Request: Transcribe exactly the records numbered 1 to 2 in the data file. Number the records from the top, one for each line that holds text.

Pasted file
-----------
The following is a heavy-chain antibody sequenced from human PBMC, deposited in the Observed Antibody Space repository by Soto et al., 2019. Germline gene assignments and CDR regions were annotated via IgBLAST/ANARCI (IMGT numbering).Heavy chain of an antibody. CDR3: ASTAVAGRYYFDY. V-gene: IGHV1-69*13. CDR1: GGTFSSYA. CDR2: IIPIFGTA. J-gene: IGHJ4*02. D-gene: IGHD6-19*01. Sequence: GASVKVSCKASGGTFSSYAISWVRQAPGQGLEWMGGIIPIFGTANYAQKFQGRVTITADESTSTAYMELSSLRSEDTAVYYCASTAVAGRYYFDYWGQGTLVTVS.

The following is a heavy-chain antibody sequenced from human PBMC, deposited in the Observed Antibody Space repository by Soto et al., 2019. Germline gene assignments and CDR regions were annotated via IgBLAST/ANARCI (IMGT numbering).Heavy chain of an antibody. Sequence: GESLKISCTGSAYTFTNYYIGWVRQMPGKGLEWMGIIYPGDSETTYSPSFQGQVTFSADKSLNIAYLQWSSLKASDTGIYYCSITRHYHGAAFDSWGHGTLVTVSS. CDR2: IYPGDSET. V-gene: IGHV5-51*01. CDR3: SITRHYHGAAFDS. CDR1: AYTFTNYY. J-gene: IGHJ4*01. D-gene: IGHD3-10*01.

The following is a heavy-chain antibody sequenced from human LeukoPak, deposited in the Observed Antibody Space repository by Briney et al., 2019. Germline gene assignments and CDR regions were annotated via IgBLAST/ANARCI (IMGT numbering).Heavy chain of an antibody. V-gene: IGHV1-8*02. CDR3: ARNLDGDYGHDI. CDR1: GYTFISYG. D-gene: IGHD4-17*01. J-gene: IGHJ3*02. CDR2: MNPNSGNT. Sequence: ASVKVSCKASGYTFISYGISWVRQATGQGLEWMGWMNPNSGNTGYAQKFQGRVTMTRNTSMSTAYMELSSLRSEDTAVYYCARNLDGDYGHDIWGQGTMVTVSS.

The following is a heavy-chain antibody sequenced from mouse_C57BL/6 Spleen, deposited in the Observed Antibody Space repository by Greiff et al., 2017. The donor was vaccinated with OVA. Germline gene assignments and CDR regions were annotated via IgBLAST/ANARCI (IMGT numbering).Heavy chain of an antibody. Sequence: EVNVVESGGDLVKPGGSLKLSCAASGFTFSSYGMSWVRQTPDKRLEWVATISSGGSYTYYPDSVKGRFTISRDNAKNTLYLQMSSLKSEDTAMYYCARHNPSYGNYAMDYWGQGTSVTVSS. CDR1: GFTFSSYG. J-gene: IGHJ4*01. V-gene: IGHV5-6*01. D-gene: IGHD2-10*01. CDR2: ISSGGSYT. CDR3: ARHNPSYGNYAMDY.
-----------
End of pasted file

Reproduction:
The following is a heavy-chain antibody sequenced from human PBMC, deposited in the Observed Antibody Space repository by Soto et al., 2019. Germline gene assignments and CDR regions were annotated via IgBLAST/ANARCI (IMGT numbering).Heavy chain of an antibody. CDR3: ASTAVAGRYYFDY. V-gene: IGHV1-69*13. CDR1: GGTFSSYA. CDR2: IIPIFGTA. J-gene: IGHJ4*02. D-gene: IGHD6-19*01. Sequence: GASVKVSCKASGGTFSSYAISWVRQAPGQGLEWMGGIIPIFGTANYAQKFQGRVTITADESTSTAYMELSSLRSEDTAVYYCASTAVAGRYYFDYWGQGTLVTVS.

The following is a heavy-chain antibody sequenced from human PBMC, deposited in the Observed Antibody Space repository by Soto et al., 2019. Germline gene assignments and CDR regions were annotated via IgBLAST/ANARCI (IMGT numbering).Heavy chain of an antibody. Sequence: GESLKISCTGSAYTFTNYYIGWVRQMPGKGLEWMGIIYPGDSETTYSPSFQGQVTFSADKSLNIAYLQWSSLKASDTGIYYCSITRHYHGAAFDSWGHGTLVTVSS. CDR2: IYPGDSET. V-gene: IGHV5-51*01. CDR3: SITRHYHGAAFDS. CDR1: AYTFTNYY. J-gene: IGHJ4*01. D-gene: IGHD3-10*01.